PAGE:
My opponent has failed to understand the resolution. If the resolution specifically stated that "The majority of Christians in the US, during the present time period, are oppressed", THEN her arguments would be valid. Fortunately this resolution is extremely broad, and as such, a wide variety of arguments can be made. Based on this resolution, the burden of proof falls upon the Pro (me). That means that I must prove the resolution true, and my opponent must disprove me. As I have brought up twice before, the way in which the resolution is phrased allows for the Pro to win if they can prove ANY instance in which Christians were/are oppressed. Because of this the only way that my opponent can win is to either disprove, discredit, or otherwise find a way to show that ALL of my instances of Christian oppression are false. My opponent has completely failed to make any attack of the kind and as such, the pro MUST win this debate.

I will answer the question that my opponent brought up, "How can the majority of a country be oppressed" in two different ways. First, I will directly answer the question. There have been numerous cases in the past in which the minority oppressed the majority. Think dark ages, when kings (who were a minority) ruled over peasants (the majority). Since my opponent also seems to think that the past is irrelevant, here is a modern day example: North Korea. The present dictator rules over the working class, which far outnumber the single ruler. I think that my opponent would agree with me when I say that the working class in North Korea is oppressed. Now for my second response: this question is irrelevant. As I have been explaining throughout my arguments, the resolution does not require majority oppression for the pro to win; only any example of Christian oppression.

The primary attack that my opponent made against my case is that Christians oppress others. I am not going to debate as to whether this evidence is an accurate interpretation of the facts. This is because all of the evidence she brought up doesn't matter. Now, as calloused as that may seem, it's true. If we were debating as to whether Christians oppress others, then her evidence would actually be applicable. Unfortunately, we are debating as to whether there are cases of Christian oppression, not if they oppress others. Read the resolution carefully. "Christians oppressed in the US" I think that we can all assume that it basically means "Are Christians oppressed in the US". Notice that the resolution does not specify a time period, or whether we are weighing the acts of non-Christian violence against the acts of pro-Christian violence. The resolution is only asking if there are ever acts of Christian oppression. Because of this, it doesn't matter how many times the Christians caused harms. The way the resolution is designed means that we are ONLY looking at whether there is, or is not Christian oppression. Which I have empirically proved in my past arguments. To reiterate the past arguments: there were a number of cases of Christian oppression. I only cited two, but if you look at the article, there are much more. These two instances were when a mob burned down a Catholic building due to anti-Catholic feelings at the time, the other was the persecution that the Mormons suffered (frequent tar-and-featherings, destruction of property, and murders of Mormons). If this isn't enough, in my first argument I brought up the fact that the United States AT THE PRESENT TIME has a measurement of social hostility against Christians, thus oppression.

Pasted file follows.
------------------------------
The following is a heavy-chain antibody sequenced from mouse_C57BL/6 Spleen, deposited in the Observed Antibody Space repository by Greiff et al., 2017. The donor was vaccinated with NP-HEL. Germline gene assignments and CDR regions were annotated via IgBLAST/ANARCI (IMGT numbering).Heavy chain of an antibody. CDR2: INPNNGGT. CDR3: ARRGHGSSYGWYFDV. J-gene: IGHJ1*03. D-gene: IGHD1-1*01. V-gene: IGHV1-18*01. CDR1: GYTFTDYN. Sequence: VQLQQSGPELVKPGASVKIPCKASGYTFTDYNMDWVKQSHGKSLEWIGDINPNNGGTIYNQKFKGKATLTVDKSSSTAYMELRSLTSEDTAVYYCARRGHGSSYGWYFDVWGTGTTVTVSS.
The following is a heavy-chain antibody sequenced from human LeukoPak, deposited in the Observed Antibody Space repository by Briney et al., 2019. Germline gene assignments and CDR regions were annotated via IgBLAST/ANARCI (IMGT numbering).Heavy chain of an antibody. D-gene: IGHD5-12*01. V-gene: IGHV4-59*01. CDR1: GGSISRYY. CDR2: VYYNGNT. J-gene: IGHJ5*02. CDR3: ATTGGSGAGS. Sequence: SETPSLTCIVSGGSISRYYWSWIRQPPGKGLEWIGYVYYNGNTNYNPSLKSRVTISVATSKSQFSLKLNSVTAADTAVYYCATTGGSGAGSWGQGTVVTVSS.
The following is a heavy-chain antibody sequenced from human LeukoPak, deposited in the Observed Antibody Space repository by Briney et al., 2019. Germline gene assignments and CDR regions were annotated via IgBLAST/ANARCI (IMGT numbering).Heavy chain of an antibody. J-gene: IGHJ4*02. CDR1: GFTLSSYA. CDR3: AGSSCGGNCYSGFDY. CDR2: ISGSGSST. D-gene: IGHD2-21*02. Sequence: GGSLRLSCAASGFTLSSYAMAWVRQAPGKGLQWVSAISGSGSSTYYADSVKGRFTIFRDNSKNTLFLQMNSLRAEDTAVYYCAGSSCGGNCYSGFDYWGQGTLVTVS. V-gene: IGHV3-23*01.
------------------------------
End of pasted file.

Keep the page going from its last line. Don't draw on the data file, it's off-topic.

The main issue that has been brought up throughout this round has been the interpretation of the resolution. My opponent has not offered any actual reasons for her interpretation for the resolution; instead she only stated that the resolution refers to present day (which it doesn't, for reasons that I have gone over several times in my argumentation). For unexplained reasons my opponent also assumed that the resolution is "on balance" which it clearly does not state. "On balance" means that we have to take into consideration all factors, in order to determine whether the resolution is upheld. If this resolution was "on balance" THEN it would matter if she had more evidence than I did. The resolution does NOT state that "On balance, Christians are oppressed in the US". It only asks if they are (or have been) oppressed. Again, the burden of proof falls on the pro, and I have upheld the resolution. The only way in which my opponent could have won, is if she had attacked my actual evidence of Christian oppression. She completely failed to do so, and for these reasons I urge you to vote in favor of the Pro.